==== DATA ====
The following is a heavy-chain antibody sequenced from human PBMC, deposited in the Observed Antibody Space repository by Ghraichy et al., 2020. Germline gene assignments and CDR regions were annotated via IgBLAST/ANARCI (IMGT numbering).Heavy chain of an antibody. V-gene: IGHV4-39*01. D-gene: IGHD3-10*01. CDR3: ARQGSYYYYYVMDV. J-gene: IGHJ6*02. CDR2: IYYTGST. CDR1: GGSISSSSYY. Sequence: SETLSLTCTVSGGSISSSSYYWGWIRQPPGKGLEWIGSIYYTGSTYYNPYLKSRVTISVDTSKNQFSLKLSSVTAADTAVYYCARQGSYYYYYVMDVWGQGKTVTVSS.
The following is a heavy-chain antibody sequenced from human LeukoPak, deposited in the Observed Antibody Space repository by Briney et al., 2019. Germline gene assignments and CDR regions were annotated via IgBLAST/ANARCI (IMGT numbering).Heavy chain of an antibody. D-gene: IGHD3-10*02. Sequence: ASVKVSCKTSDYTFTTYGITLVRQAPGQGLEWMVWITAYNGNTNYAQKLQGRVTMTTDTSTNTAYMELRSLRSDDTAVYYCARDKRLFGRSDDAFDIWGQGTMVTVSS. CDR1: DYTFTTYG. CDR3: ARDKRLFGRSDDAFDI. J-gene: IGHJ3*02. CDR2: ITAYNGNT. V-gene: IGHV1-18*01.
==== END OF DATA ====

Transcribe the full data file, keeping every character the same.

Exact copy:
The following is a heavy-chain antibody sequenced from human PBMC, deposited in the Observed Antibody Space repository by Ghraichy et al., 2020. Germline gene assignments and CDR regions were annotated via IgBLAST/ANARCI (IMGT numbering).Heavy chain of an antibody. V-gene: IGHV4-39*01. D-gene: IGHD3-10*01. CDR3: ARQGSYYYYYVMDV. J-gene: IGHJ6*02. CDR2: IYYTGST. CDR1: GGSISSSSYY. Sequence: SETLSLTCTVSGGSISSSSYYWGWIRQPPGKGLEWIGSIYYTGSTYYNPYLKSRVTISVDTSKNQFSLKLSSVTAADTAVYYCARQGSYYYYYVMDVWGQGKTVTVSS.
The following is a heavy-chain antibody sequenced from human LeukoPak, deposited in the Observed Antibody Space repository by Briney et al., 2019. Germline gene assignments and CDR regions were annotated via IgBLAST/ANARCI (IMGT numbering).Heavy chain of an antibody. D-gene: IGHD3-10*02. Sequence: ASVKVSCKTSDYTFTTYGITLVRQAPGQGLEWMVWITAYNGNTNYAQKLQGRVTMTTDTSTNTAYMELRSLRSDDTAVYYCARDKRLFGRSDDAFDIWGQGTMVTVSS. CDR1: DYTFTTYG. CDR3: ARDKRLFGRSDDAFDI. J-gene: IGHJ3*02. CDR2: ITAYNGNT. V-gene: IGHV1-18*01.